Monday, July 13, 2015

Parsing Blame, Part II

Regarding the ongoing Greek tragedy, I commented recently about the amount of blame that should be allocated to the politicians and technocrats as compared to the blame allocated to the people of Greece.  I concluded that the majority of the blame belongs to the politicians and technocrats.

Joy of joys, I find that Rothbard agrees with me (rest assured, I find more joy when he disagrees – only because this has happened so rarely, only two or three times to my recollection and knowledge).

Why do I write that Rothbard agrees with me, instead of the other way around?  This is because I choose to work out problems of economics, libertarian theory, etc., on my own before digging too deeply into the thoughts of the titans.  I feel more settled in my conclusions (but is anything ever really concluded?) if I come to them through my own reasoning.

So, this is what I found today from Rothbard:

Should it be illegal, we may next inquire, to "incite to riot"? Suppose that Green exhorts a crowd: "Go! Burn! Loot! Kill!" and the mob proceeds to do just that, with Green having nothing further to do with these criminal activities. Since every man is free to adopt or not adopt any course of action he wishes, we cannot say that in some way Green determined the members of the mob to their criminal activities; we cannot make him, because of his exhortation, at all responsible for their crimes. "Inciting to riot," therefore, is a pure exercise of a man's right to speak without being thereby implicated in crime.

On the other hand, it is obvious that if Green happened to be involved in a plan or conspiracy with others to commit various crimes, and that then Green told them to proceed, he would then be just as implicated in the crimes as are the others — more so, if he were the mastermind who headed the criminal gang. This is a seemingly subtle distinction which in practice is clearcut — there is a world of difference between the head of a criminal gang and a soap-box orator during a riot; the former is not, properly to be charged simply with "incitement."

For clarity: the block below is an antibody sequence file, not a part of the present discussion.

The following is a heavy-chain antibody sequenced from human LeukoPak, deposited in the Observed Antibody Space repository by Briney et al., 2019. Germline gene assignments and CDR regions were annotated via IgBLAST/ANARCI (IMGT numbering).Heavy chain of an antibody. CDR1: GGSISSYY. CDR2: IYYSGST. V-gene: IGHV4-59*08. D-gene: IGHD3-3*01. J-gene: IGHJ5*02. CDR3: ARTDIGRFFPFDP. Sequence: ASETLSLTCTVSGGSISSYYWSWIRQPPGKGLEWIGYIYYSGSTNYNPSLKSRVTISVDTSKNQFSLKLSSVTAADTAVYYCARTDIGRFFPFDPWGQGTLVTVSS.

Change the “n” in “Green” to a “k” and Rothbard has nailed it!

While not completely innocent (neither by Rothbard’s argument above nor mine in my previous post), that the Greek people are asking for more benefits is secondary.  Who is taking action?  It is the political class.

“Go steal for me” is meaningless in this regard.  Who is doing the stealing?

I will conclude as I concluded before, now with Rothbard by my side:

Whatever opinion one has of the Greek people, the truth is that the overwhelming preponderance of this mess was caused by their politicians and by the bailing-out of European banks. 


  1. I see a difference between "go steal for me" and "here is the largess from my stealing". Democracies have run from the beginning on "here is the largess...". As to those who participate in the "go steal for me" aspect, much of our race does have a pack, tribal,or whatever term you care to employ, mentality. This, I see, is the heart of the problem. We have more in common with the chimpanzee than with the bonobo, though we do exhibit traits of both. Whatever I can get for me and mine and however I can get it and the hell with the rest of them is the order of the day. Nowhere is there room for NAP. I happen to fall into the NAP camp, but the other camp has all the nukes and most of soldiers and they want whatever it is that we have.
    James Richard

  2. I think the Greeks are involved with the plan though, they are not simply saying "go steal for me", they are voting to give the power to steal to others so they can steal for them, implicating themselves through their action of voting.
    Political voting is not a victimless crime.

    1. Hence I apportion some blame to the people.

    2. Well, let's not all collectivist here. Putting the blame "on the people" is completely collectivist.
      But I'll grant you that each individual Greek voter (those who voted for the ill-gotten largess) are deserving of an apportioned share of the blame. How many Greek voters? 6.3 million or so. So, placing the blame on the "victors" of the election, say, 51%, we get 3.15 million guilty voters. So each INDIVIDUAL Greek voter (on the winning side) must shoulder 1 / 3,150,000th of the blame. For SHAME!!

    3. No snowflake ever feels responsible for an avalanche.